And yet, I love amusement park rides. Going fast downhill in a controlled situation is not a problem for me. It’s the part about not being able to slow myself down or make sure my trajectory isn’t taking me into the trees that throws me off of skiing.
But this past weekend, I felt ready to tackle skiing. I think the key may be an excursion Matt and I took with my dear friend D and her partner, into the Wyoming mountains to cross country ski last year. Over two days, D taught me to survive steep downhills on cross country skis. I was not the best, and definitely not in complete control, but somewhere in there, I felt a loopy happy feeling of speed while hurling headlong down a hill: My first taste of real downhill skiing.
But I’d never downhill skied, not really, despite all those lessons and experiments. And I realized that after this weekend, after finally feeling a bit more in control. On Saturday at Romme Alpin, I somehow figured it out enough to let go and hurtle downhill at 20 km an hour. Outrageous! I even enjoyed it!
When my colleague A had asked me to join her at Romme several weeks ago, I felt a little bit apprehensive. Let’s just say downright nervous and freaked out. We had planned to go on a Sunday toward the end of sportlov: for a few weeks every March, hordes of children descend on the mountains of Sweden to ski. We had second thoughts about joining the hordes and postponed.
Finally, last Wednesday, A bit the bullet and bought our bus tickets and ski passes. I paid her back and was basically committed — and I managed not think about it at all. Not until Saturday morning, really, on the 7 am bus on the way to Romme Alpin. Then I started getting a bit nervous again.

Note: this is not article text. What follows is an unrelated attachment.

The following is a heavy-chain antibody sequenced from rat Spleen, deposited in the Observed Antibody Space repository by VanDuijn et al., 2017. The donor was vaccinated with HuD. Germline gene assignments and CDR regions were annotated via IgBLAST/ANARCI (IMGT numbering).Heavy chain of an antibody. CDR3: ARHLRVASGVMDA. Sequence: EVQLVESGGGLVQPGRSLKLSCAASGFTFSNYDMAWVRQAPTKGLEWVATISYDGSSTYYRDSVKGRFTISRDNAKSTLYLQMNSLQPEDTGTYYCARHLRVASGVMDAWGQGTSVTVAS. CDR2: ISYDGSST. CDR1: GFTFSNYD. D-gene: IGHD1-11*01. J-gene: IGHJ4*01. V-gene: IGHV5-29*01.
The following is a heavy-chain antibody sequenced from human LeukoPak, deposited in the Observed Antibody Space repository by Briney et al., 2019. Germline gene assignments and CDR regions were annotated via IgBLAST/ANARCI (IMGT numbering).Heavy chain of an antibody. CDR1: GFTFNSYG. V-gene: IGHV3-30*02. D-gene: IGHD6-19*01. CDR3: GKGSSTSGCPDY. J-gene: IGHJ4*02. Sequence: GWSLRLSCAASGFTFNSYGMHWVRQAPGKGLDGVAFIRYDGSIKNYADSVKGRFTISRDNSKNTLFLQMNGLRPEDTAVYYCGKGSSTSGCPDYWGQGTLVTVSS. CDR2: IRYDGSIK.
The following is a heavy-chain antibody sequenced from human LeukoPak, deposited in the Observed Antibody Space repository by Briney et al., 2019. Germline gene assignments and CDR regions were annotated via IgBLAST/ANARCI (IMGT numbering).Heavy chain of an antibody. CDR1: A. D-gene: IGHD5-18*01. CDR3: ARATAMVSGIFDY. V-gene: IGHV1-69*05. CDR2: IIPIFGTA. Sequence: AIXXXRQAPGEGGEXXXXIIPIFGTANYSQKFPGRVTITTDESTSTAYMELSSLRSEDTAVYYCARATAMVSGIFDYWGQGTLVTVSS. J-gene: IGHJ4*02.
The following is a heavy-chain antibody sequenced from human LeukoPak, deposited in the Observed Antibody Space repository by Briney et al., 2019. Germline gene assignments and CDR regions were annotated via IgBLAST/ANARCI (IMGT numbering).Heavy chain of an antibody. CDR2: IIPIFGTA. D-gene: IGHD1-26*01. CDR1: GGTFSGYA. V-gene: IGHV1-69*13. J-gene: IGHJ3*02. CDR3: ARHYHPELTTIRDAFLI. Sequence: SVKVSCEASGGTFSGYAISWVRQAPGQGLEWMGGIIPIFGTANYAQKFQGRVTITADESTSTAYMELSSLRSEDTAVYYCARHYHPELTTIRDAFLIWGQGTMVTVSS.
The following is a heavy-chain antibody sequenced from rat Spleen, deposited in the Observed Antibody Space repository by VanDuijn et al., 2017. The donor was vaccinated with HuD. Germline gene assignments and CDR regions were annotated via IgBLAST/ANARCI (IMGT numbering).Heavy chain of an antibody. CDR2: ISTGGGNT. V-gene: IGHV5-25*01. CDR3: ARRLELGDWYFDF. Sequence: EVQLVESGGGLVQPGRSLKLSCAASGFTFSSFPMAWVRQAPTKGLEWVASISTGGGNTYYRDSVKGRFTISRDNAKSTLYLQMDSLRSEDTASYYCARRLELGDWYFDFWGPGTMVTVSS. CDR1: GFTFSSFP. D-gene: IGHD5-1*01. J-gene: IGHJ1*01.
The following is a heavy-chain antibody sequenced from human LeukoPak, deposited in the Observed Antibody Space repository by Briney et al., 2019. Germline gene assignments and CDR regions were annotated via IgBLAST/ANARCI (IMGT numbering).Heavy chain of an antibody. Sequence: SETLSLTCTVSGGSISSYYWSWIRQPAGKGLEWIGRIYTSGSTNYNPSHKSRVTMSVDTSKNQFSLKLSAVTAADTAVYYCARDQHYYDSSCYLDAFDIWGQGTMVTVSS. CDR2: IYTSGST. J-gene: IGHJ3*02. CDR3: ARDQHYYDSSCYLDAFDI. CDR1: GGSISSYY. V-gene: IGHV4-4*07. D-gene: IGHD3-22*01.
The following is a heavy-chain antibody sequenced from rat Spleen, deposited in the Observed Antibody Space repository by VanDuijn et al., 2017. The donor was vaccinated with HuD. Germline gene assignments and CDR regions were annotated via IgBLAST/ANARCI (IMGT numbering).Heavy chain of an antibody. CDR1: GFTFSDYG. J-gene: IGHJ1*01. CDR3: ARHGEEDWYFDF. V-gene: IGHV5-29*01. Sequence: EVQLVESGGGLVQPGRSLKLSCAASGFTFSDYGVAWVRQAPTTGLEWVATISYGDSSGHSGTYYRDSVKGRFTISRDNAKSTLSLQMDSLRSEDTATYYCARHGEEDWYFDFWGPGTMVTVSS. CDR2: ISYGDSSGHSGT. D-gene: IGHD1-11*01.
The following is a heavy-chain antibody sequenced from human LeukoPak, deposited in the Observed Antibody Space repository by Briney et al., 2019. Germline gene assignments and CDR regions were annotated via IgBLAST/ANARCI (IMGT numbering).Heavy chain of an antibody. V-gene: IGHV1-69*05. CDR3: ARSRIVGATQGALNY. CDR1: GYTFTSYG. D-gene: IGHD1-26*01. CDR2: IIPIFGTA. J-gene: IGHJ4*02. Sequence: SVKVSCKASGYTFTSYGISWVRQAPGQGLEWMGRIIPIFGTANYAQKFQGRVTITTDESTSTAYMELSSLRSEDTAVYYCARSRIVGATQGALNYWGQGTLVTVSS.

I got even more nervous after we arrived. We picked up our rental gear — skis, helmets, poles, boots. Romme Alpin was packed that morning, with cars filling the parking lot and half a dozen buses filled with skiers. Luckily, because we prebooked, we didn’t have to queue with everyone (typical Swedish system, where you take a “lapp” or number and wait until it’s called). We got ourselves dressed and ready to go in the Matsäckstugan, a kind of indoor picnic room with shelves for gear and changing stalls. A kept telling me it would be “calm och lugn“! I fumbled my way through bindings and whatnot, and then we walked out into the sunshine to the beginner slope.
I slipped and slid through the gate, and then failed to catch the disc seat multiple times. Suddenly I managed to coordinate everything and tucked the disc between my legs, talking to myself as I was being dragged up the hill — up ahead, A had already reached the top and was waiting for me. “Deep breaths, deep breaths,” I self-counseled, and I managed to disengage and slip over to the top of the hill, skis akimbo, heart beating fast. A said something encouraging and she was off. I cautiously started to follow her downhill.